George Osborne has told the BBC he is "passionate" about the multi-billion pound high speed rail project, despite rumours that the costs are spiralling.
The chancellor said he had set a £42bn budget with a £14bn contingency fund- and the Olympics showed that the UK could deliver big projects to budget.
His predecessor, Labour's Alistair Darling, is among those sceptical about whether the project is worth the cost.
HS2 Ltd's boss Alison Munro says it is not true that costs are out of control.
The project's first phase would see 225mph trains running on a new railway line to be built between London and the West Midlands by 2026. A second phase would see the line extended further north, with branches to Leeds and Manchester by 2033.
Labour's front bench says it is still behind the project, but last week placed a £50bn cap on costs.
However Lord Mandelson and Mr Darling - both cabinet ministers in the Labour government that approved HS2's initial phase in principle - say they have since changed their minds, after estimated costs rose from £34.2bn to £42.6bn.
Asked whether he had a ceiling on costs, beyond which he would not support HS2, Mr Osborne told BBC One's Andrew Marr Show: "We have set the budget for £42bn for the construction costs. That includes, by the way, a big contingency.
"As we demonstrated with the Olympic Games, we can deliver these big projects actually sometimes under budget."
"I think we have got a good budget, which has got a very big contingency in it, we've set a budget.
"I'm passionate about this project because time and again, we have this debate in our country about how we're going to bring the gap between north and south together, about how we're going to make sure that our growth is not just based on the City of London.
"High Speed 2 is about changing the economic geography of this country, making sure the North and the Midlands benefit from the recovery as well."
Mr Osborne also defended his "Help to Buy" scheme, which effectively underwrites 95% mortgages and allows people buying newly built homes in England to proceed with a deposit of just 5%.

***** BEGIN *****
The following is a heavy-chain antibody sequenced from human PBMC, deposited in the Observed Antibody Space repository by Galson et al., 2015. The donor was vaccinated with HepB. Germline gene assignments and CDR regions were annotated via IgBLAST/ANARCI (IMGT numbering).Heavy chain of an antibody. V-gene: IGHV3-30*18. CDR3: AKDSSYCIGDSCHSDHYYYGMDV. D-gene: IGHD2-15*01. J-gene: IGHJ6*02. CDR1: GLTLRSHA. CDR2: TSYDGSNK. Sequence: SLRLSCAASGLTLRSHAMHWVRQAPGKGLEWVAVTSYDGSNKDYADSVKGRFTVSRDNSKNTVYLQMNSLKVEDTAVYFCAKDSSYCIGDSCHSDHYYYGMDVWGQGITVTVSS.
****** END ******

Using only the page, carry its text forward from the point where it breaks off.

Asked if low interest rates could fuel a new housing bubble, he said too much of the media and political debate was focused on what happened in London.
"Outside the centre of London, actually there's not some housing boom or some dramatic increase in house prices. There are many, many thousands of families watching this programme who can't begin to afford the mortgage deposits that are required to buy a home. They aspire to own their own home, that's a noble aspiration and I want to help them."
HS2 has had the backing of all three main party leaders since its conception - despite strong opposition among some backbench MPs.
But Labour's shadow chancellor, Ed Balls, has said he will not write a "blank cheque" for HS2 and party leader Ed Miliband has said he is a supporter of the project but it must be "value for money".
However HS2 Ltd chief executive Ms Munro has said talk of costs spiralling out of control are "simply not true".
"The current budget is £42.6bn for the infrastructure and £7.5bn for the rolling stock.
"We are absolutely determined, and the government is too, now to manage the project within that cost envelope."
Supporters of HS2 argue that aside from shorter journey times, the main argument in favour of the project is the need to greatly increase passenger capacity.
Construction on the London-West Midlands phase is expected to begin around 2017, once Parliament has approved the necessary powers - probably in 2015.
The onward legs to Manchester and Leeds could start being built in the middle of the next decade, with the line open by 2032-33.